Google definition of autism that reads “a mental condition, present from early childhood, characterized by difficulty in communicating and forming relationships with other people and in using language and abstract concepts.”

The Google definition of autism is as follows (paraphrased): “A mental condition characterized by difficulty in communicating, and forming relationships, and in using abstract language and concepts.” This is true, but it’s very basic. For me, autism goes much deeper because it’s a large part of my identity that affects me daily.

Autism has many characteristics that are left out in this definition such as: repetition of behaviors and echolalia (repetition of another person’s words) and sensitivity to stimuli. Autism manifests differently for different people and means different things to different people.

The ways it affects me* vary day-to-day, depending on if I’ve had my medicine* or how my mood is. Things that don’t change, though, include the following: stimming, sensitivity to lights and sounds, having an adverse response to physical affection, social awkwardness, and difficulty with abstract concepts.Some of them are worsened on bad days, but they are always present for me, personally.  The main thing that affects me is my poor diet.

If I’ve had my medicine and have had a good day, I stim and am usually nonverbal. I’ll also definitely be talking about my special interests and spouting random facts about them. I find that I have a hard time remaining seated, and I can be very clumsy due to my excited nature when I’m happy. One major thing for me that can affect the type of mood I’m in is if my routine is disrupted. Having both ASD and OCD, routine is an important part of my life, regardless of if it’s personal or for school.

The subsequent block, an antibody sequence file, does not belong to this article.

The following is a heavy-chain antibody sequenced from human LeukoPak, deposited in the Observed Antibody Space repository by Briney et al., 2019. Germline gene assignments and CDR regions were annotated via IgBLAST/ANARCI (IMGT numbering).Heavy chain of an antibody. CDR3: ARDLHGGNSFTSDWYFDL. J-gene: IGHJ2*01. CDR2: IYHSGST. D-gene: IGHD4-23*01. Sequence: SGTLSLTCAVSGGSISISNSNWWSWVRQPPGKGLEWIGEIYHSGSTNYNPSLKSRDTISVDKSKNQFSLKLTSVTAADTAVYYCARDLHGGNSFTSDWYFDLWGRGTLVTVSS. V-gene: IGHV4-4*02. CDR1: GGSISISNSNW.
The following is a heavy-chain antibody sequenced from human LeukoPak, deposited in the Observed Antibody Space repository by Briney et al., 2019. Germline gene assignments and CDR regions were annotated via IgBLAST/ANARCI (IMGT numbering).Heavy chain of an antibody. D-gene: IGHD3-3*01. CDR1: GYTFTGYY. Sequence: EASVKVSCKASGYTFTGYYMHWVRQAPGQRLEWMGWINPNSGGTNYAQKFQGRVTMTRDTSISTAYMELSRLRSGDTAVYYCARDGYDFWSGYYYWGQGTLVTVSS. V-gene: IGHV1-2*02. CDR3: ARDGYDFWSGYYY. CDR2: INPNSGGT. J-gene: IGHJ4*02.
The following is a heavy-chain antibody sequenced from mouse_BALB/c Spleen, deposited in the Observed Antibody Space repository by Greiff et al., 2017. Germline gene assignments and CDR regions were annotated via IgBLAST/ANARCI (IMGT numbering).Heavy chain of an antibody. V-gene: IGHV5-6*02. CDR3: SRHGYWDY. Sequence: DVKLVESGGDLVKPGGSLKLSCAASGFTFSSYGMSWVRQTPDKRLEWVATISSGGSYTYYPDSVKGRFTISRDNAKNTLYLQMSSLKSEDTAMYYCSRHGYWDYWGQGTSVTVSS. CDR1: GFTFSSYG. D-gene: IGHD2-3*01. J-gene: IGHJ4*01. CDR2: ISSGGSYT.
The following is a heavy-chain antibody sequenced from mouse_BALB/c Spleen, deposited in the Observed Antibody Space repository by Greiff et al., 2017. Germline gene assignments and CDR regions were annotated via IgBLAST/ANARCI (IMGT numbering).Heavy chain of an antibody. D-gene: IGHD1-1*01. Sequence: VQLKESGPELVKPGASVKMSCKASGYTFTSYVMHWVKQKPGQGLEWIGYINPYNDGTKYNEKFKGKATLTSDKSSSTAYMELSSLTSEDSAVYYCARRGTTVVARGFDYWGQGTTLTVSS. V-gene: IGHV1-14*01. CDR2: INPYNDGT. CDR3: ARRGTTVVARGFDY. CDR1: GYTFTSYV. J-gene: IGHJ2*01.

For bad days, I tend to have meltdown(s) or shutdown(s), which I’ll write an article about next to explain the difference. My sensitivity is often magnified, so most of the time I end up wearing a hoodie and sunglasses indoors, along with headphones, to calm it down. The headphones help cancel out noises. During these days, I’m semi-verbal. This means that I don’t speak much and often prefer avoiding it altogether. Being touched without being asked on these days can push me into a sensory overload and can cause a tantrum. These tantrums can include self-injurious behavior such as hitting, pinching, and/or hair pulling. I find myself having an odd attachment to my stim objects, needing specific ones for different situations. Outside stimuli affects which one I need, though, I usually go for a puff-ball I have. 

Those are examples of how I experience autism, but what it means to me is that I just think differently. I simply function in a different way than other people and have different needs. I don’t always understand or perceive things the way non-autistics (allistics) do.